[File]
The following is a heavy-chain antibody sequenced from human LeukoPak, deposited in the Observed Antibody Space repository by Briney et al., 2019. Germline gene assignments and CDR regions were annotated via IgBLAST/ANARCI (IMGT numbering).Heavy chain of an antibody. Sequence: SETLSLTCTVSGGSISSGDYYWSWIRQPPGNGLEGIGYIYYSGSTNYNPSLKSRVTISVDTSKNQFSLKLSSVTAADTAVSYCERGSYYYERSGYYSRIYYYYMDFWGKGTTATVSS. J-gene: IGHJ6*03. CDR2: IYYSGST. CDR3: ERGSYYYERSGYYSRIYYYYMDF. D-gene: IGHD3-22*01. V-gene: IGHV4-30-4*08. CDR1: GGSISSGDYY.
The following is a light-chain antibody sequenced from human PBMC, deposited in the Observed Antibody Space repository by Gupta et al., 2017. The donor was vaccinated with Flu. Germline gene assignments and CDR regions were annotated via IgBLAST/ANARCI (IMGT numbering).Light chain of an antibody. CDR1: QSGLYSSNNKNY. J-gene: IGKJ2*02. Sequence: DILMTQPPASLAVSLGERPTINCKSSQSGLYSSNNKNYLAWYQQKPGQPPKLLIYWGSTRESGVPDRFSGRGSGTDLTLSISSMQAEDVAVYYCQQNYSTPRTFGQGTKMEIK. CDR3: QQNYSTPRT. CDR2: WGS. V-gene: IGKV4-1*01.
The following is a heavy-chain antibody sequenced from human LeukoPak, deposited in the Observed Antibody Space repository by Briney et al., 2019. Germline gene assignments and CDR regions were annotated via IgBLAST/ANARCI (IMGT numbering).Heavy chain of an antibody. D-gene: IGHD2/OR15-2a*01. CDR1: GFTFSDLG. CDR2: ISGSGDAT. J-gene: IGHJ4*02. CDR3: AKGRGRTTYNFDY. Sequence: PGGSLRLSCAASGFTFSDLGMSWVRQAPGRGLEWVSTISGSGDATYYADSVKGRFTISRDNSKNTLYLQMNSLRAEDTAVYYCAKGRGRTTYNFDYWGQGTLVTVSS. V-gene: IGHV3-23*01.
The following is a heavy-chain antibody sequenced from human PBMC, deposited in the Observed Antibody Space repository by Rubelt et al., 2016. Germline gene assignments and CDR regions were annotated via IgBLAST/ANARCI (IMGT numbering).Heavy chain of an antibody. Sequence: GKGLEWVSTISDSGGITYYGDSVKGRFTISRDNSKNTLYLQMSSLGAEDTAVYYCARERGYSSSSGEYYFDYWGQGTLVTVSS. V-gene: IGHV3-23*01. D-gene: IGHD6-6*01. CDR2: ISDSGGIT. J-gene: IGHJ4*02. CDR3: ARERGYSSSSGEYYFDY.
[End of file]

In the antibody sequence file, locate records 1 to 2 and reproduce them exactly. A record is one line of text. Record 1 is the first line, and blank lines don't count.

The following is a heavy-chain antibody sequenced from human LeukoPak, deposited in the Observed Antibody Space repository by Briney et al., 2019. Germline gene assignments and CDR regions were annotated via IgBLAST/ANARCI (IMGT numbering).Heavy chain of an antibody. Sequence: SETLSLTCTVSGGSISSGDYYWSWIRQPPGNGLEGIGYIYYSGSTNYNPSLKSRVTISVDTSKNQFSLKLSSVTAADTAVSYCERGSYYYERSGYYSRIYYYYMDFWGKGTTATVSS. J-gene: IGHJ6*03. CDR2: IYYSGST. CDR3: ERGSYYYERSGYYSRIYYYYMDF. D-gene: IGHD3-22*01. V-gene: IGHV4-30-4*08. CDR1: GGSISSGDYY.
The following is a light-chain antibody sequenced from human PBMC, deposited in the Observed Antibody Space repository by Gupta et al., 2017. The donor was vaccinated with Flu. Germline gene assignments and CDR regions were annotated via IgBLAST/ANARCI (IMGT numbering).Light chain of an antibody. CDR1: QSGLYSSNNKNY. J-gene: IGKJ2*02. Sequence: DILMTQPPASLAVSLGERPTINCKSSQSGLYSSNNKNYLAWYQQKPGQPPKLLIYWGSTRESGVPDRFSGRGSGTDLTLSISSMQAEDVAVYYCQQNYSTPRTFGQGTKMEIK. CDR3: QQNYSTPRT. CDR2: WGS. V-gene: IGKV4-1*01.